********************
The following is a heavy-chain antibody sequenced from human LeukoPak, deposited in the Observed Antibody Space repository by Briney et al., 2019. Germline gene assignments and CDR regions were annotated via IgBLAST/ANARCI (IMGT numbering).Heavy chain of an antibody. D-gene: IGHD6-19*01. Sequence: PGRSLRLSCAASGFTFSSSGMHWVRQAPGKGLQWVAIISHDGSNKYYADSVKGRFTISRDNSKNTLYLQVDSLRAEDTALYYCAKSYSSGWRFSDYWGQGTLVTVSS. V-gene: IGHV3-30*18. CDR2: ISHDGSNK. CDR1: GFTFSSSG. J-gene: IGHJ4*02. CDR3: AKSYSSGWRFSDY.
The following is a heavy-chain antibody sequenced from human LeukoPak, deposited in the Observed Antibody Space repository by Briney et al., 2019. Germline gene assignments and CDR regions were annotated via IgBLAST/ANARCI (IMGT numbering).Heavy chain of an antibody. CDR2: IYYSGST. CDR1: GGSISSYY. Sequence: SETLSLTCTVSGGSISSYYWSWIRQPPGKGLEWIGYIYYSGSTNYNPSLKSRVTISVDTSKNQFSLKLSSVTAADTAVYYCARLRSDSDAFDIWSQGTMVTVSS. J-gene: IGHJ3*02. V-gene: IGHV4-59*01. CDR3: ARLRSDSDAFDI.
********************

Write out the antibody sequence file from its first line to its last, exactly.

The following is a heavy-chain antibody sequenced from human LeukoPak, deposited in the Observed Antibody Space repository by Briney et al., 2019. Germline gene assignments and CDR regions were annotated via IgBLAST/ANARCI (IMGT numbering).Heavy chain of an antibody. D-gene: IGHD6-19*01. Sequence: PGRSLRLSCAASGFTFSSSGMHWVRQAPGKGLQWVAIISHDGSNKYYADSVKGRFTISRDNSKNTLYLQVDSLRAEDTALYYCAKSYSSGWRFSDYWGQGTLVTVSS. V-gene: IGHV3-30*18. CDR2: ISHDGSNK. CDR1: GFTFSSSG. J-gene: IGHJ4*02. CDR3: AKSYSSGWRFSDY.
The following is a heavy-chain antibody sequenced from human LeukoPak, deposited in the Observed Antibody Space repository by Briney et al., 2019. Germline gene assignments and CDR regions were annotated via IgBLAST/ANARCI (IMGT numbering).Heavy chain of an antibody. CDR2: IYYSGST. CDR1: GGSISSYY. Sequence: SETLSLTCTVSGGSISSYYWSWIRQPPGKGLEWIGYIYYSGSTNYNPSLKSRVTISVDTSKNQFSLKLSSVTAADTAVYYCARLRSDSDAFDIWSQGTMVTVSS. J-gene: IGHJ3*02. V-gene: IGHV4-59*01. CDR3: ARLRSDSDAFDI.